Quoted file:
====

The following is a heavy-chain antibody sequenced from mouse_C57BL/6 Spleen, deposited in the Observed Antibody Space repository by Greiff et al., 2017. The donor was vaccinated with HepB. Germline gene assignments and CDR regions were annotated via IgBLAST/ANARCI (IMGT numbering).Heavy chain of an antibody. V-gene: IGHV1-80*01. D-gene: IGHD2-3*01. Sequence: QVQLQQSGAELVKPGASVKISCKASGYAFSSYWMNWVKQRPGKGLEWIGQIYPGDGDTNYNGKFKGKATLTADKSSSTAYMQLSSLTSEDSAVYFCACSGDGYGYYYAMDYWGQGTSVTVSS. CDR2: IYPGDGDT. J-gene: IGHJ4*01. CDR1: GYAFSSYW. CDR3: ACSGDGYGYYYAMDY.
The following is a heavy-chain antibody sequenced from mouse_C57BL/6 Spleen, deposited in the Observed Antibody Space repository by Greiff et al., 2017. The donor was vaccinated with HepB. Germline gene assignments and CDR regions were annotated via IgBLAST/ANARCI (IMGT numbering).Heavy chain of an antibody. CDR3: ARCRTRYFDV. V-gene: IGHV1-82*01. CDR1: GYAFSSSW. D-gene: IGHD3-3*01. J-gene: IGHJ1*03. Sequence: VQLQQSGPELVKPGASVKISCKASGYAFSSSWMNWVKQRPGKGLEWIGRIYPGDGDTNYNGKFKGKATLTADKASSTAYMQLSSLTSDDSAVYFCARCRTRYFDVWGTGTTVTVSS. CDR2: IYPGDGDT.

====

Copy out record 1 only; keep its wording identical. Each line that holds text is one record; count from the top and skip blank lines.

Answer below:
The following is a heavy-chain antibody sequenced from mouse_C57BL/6 Spleen, deposited in the Observed Antibody Space repository by Greiff et al., 2017. The donor was vaccinated with HepB. Germline gene assignments and CDR regions were annotated via IgBLAST/ANARCI (IMGT numbering).Heavy chain of an antibody. V-gene: IGHV1-80*01. D-gene: IGHD2-3*01. Sequence: QVQLQQSGAELVKPGASVKISCKASGYAFSSYWMNWVKQRPGKGLEWIGQIYPGDGDTNYNGKFKGKATLTADKSSSTAYMQLSSLTSEDSAVYFCACSGDGYGYYYAMDYWGQGTSVTVSS. CDR2: IYPGDGDT. J-gene: IGHJ4*01. CDR1: GYAFSSYW. CDR3: ACSGDGYGYYYAMDY.